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Knee Joint Replacement (cont.)

When Should Someone Seek Medical Care After a Knee Joint Replacement?

Call your family doctor or orthopedist if you develop gradual pain that feels like slippage in your knee. This generally is an urgent problem but not an emergency.

Call your doctor if you notice unexpected drainage from or poor healing of a recent surgery, increasing swelling, warmth, or fevers.

Go to the hospital's emergency department if you experience any of the following:

  • A fracture or dislocation after a fall
  • New swelling
  • New pain while resting
  • Redness or warmth at a joint, suggesting infection
  • Swelling, pain, or redness below your knee that suggests a clot in your vein (deep venous thrombosis or DVT)

What Exams and Tests Do Physicians Use to Diagnose Problems With a Knee Joint Replacement?

Your doctor will base your diagnosis on clinical examination and X-rays.

  • A fracture usually involves a bone directly above or below your new knee. Most commonly your thighbone (femur) breaks just above its connection with the knee replacement.
  • As the new joint begins to wear, your knee may not glide smoothly through its range of motion. You likely will notice that movements are painful now that were not painful in the past. An X-ray can help to determine if there is loosening or abnormal wear of prosthetic components.
  • Pain from infection does not go away with rest, and fluid may begin to build up in the knee joint.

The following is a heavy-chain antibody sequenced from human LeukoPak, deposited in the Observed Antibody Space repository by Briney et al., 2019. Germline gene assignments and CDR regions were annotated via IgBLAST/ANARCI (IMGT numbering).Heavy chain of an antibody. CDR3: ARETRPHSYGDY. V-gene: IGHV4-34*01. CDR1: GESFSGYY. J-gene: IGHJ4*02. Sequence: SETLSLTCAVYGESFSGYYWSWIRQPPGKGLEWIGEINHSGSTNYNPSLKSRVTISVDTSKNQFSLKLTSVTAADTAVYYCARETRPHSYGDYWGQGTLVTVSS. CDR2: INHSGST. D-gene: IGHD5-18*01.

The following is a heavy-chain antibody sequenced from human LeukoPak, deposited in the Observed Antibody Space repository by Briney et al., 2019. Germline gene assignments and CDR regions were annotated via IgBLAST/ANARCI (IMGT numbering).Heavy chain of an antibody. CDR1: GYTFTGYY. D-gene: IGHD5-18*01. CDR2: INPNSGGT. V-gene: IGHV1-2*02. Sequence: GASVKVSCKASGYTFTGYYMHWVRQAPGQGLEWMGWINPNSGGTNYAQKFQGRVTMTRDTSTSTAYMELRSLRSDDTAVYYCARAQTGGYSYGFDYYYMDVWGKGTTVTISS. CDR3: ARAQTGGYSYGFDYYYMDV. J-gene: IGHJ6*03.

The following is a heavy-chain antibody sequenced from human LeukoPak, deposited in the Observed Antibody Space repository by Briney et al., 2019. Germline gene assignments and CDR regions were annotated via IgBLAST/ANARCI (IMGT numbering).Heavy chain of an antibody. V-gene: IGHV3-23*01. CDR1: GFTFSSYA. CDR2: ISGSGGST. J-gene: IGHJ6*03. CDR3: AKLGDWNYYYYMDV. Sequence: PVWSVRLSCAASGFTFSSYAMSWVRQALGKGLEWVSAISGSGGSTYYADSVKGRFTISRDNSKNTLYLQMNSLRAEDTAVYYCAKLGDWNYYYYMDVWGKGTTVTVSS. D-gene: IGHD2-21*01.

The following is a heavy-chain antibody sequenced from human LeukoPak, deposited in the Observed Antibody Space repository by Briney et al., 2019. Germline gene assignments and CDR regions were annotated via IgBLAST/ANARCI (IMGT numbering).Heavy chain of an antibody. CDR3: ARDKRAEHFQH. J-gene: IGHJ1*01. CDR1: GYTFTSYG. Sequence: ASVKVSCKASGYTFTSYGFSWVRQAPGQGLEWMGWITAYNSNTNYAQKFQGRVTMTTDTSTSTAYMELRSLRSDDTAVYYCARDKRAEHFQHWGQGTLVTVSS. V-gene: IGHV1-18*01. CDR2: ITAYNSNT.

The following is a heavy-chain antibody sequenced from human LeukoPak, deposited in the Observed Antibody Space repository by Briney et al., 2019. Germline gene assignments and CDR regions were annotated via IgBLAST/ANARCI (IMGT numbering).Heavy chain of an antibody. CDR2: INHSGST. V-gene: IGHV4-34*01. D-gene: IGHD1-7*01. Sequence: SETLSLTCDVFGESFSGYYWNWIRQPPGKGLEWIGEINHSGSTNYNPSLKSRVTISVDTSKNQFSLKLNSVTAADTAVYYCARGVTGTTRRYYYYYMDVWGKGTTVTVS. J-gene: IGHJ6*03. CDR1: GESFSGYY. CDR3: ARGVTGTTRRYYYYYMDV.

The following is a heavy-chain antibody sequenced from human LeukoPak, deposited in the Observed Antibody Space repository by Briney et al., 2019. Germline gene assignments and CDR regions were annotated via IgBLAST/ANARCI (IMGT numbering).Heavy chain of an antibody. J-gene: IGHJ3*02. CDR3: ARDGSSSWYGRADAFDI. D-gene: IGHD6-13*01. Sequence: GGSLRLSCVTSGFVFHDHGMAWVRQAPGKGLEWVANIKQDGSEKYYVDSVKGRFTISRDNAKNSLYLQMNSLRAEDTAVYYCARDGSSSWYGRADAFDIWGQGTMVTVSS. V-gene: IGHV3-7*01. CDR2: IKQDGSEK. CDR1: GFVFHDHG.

• The doctor can sample any fluid through arthrocentesis, a procedure of drawing the fluid out of the affected joint with a needle and syringe. The removal of fluid will decrease the pain but more importantly the fluid will be sent to the laboratory for examination and to help make a decision if an infection is present and how to treat it.
    • Blood tests also may be performed.
  • An X-ray can confirm a knee dislocation. A doctor must assess any damage to nerves, blood vessels, or muscles besides the dislocation itself.
  • A blood clot often causes pain and swelling in your leg farther from your heart than where the clot sits. That area may become red and feel warm.
    • Your doctor may perform a Doppler ultrasound test, especially for a clot suspected to be above your knee. This evaluates the flow of blood in that area.
    • The doctor may also order a venogram of your leg. In this test, dye is injected into a vein, and X-rays are assessed to look for evidence of a blood clot in a deep vein of the leg. Without the dye, the veins would not show up on an X-ray.
Last Reviewed 11/20/2017

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